[Jakarta Post] Warsito: Key researcher into a vital analytical tool
The Jakarta Post, Features - March 25, 2006
Multa Fidrus, Tangerang
Warsito was one of 16 Indonesian scientists selected by the Indonesia Institute of Sciences to deliver a presentation on his invention, volume tomography, at a meeting with professor Douglas Dean Osherff, the 1996 Nobelist for physics. The meeting, titled Toward Bright and Brilliant Indonesians, was held in Jakarta to mark the start of Indonesia Science Year in November last year.
Tomography is defined as imaging by sections or sectioning.
Warsito is the only scientist in the world who has managed to develop tomography and create volume tomography, an analytical tool that can be used in four dimensions and has industrial applications.The tool can examine refinery pipes at oil wells and pipelines in four dimensions.
"Refinery pipes at oil wells usually contain oil mixed with sand, soil and gas. With the assistance of the tool, we can see how much oil is in refinery pipes and oil pipelines at all oil wells across the country, from Jakarta," he said.
He said that with the tool, oil firms can save much time and expense.According to Warsito, the tool works with the help of a sensor installed around refinery pipes and pipelines. The sensor is connected to a series of electronic devices that are also connected to a computer. The computer will processes information from the refinery pipes and pipelines using algorithms that will, in turn, form a four-dimensional image.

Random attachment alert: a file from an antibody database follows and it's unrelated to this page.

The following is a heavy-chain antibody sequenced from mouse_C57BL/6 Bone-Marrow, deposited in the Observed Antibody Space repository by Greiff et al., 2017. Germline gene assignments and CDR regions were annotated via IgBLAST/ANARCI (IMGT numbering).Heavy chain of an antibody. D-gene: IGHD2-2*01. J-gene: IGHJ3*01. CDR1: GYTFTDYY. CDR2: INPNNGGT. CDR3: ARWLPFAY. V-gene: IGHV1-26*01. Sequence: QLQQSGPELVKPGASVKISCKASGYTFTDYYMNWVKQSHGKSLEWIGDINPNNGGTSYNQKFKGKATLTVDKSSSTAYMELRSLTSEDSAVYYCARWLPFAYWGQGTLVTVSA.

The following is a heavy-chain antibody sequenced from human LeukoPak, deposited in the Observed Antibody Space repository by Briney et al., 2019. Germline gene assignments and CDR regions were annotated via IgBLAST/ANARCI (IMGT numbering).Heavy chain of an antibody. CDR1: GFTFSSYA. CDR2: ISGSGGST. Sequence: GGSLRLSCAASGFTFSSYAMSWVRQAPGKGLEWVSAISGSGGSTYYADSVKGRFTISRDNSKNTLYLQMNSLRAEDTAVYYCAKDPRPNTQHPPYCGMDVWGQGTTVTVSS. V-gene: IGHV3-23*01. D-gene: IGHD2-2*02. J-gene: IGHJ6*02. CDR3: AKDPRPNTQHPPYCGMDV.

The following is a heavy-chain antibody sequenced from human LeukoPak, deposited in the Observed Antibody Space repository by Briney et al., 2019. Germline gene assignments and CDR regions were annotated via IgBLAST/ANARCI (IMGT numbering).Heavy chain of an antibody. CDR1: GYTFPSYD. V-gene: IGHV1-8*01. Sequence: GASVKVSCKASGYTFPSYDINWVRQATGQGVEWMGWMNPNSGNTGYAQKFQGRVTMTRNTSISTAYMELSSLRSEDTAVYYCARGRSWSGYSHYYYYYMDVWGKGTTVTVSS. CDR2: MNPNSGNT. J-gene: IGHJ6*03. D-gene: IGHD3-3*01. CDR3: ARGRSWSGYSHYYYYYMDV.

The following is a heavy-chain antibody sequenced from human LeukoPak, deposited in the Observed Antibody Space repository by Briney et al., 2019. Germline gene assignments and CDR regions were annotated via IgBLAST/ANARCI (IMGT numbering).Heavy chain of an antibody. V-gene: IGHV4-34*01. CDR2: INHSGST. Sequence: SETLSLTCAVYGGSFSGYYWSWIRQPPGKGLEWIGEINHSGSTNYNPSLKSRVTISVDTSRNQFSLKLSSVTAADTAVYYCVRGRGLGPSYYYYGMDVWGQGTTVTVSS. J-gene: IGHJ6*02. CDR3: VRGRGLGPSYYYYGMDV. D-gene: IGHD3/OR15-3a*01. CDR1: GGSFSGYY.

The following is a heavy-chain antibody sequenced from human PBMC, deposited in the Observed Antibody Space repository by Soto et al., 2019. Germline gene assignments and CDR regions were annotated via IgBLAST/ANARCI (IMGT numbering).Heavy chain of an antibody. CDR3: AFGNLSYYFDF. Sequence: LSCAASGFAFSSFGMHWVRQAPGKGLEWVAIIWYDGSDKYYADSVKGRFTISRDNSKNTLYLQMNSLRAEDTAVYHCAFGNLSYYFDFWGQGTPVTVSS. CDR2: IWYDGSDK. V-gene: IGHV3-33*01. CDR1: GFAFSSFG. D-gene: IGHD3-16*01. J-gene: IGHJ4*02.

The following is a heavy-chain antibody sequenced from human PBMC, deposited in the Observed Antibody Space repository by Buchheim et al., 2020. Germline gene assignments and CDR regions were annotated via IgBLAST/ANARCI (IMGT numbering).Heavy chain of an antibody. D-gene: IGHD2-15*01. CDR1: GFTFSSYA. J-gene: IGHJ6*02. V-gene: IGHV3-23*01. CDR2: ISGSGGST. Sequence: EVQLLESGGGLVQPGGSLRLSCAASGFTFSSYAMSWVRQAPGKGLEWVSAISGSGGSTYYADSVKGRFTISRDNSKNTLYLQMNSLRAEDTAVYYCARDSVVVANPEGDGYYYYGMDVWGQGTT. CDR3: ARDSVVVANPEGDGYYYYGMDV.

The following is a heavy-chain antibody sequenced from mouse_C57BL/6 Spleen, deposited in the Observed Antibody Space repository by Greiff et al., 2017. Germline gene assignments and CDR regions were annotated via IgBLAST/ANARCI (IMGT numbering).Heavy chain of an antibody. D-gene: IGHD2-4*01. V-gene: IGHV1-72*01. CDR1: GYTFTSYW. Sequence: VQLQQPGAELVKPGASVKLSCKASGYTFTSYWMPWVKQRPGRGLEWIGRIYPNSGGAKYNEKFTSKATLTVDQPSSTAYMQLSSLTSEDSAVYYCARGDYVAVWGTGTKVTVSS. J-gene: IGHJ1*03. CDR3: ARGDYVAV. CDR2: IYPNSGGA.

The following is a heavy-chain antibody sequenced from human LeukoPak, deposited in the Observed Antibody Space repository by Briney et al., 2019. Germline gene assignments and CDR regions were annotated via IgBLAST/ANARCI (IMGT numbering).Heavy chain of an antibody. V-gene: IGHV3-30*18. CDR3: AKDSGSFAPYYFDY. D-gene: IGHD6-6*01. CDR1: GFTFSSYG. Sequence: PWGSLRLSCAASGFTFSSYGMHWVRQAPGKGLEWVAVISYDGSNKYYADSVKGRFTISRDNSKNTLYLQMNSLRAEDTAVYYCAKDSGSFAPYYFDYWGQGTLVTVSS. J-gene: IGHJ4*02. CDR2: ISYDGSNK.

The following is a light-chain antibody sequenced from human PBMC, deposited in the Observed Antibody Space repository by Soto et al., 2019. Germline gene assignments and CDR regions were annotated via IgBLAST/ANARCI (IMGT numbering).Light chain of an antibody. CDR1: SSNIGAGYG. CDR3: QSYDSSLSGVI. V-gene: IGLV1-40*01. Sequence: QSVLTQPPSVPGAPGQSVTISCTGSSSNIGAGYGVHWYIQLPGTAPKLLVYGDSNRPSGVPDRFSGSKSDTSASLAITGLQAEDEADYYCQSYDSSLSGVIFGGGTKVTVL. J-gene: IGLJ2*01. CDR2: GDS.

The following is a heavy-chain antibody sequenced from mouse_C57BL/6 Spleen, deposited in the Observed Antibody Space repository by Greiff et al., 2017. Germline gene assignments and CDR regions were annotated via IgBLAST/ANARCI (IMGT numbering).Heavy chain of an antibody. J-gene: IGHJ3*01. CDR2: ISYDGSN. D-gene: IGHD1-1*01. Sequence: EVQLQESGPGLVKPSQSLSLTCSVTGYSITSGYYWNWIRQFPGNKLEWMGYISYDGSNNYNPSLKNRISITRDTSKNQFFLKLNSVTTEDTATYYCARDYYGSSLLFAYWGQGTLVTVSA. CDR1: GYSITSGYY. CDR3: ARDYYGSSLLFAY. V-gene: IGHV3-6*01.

He said that volume tomography can also be developed for airport security and the pharmaceutical, petrochemical, food, medicine and health industries since he just needs to modify the software.
"Volume tomography can clearly monitor what is concealed behind clothing and even inside human organs for an airport security system.
"For health applications, it can replace magnetic resonance imagery and CT scanners that produce radiation, and are both slow and expensive," he said. Volume tomography has no negative impact since it only works with electricity, and is quick and cheap.
Warsito initiated his research by developing ultrasonic tomography to examine voice waves at a bio-reactor at Shizuoka University in Japan, where he completed his doctorate in 1998.Ultrasonic tomography is still being used for basic research at the outstanding Japanese university as of today.
While working as a researcher and lecturer at the university, Warsito continued to do research into developing volume tomography until he was elected to deliver a presentation on ultrasonic tomography at a world conference in Amsterdam, the Netherlands, in 1999.Afterward, he met professor LS Fan, chairman of the Industrial Research Consortium (IRC) at Ohio State University in the United States.Two months later, he accepted Fan's offer to move to the U.S. and join some 15 other world-class researchers at the IRC.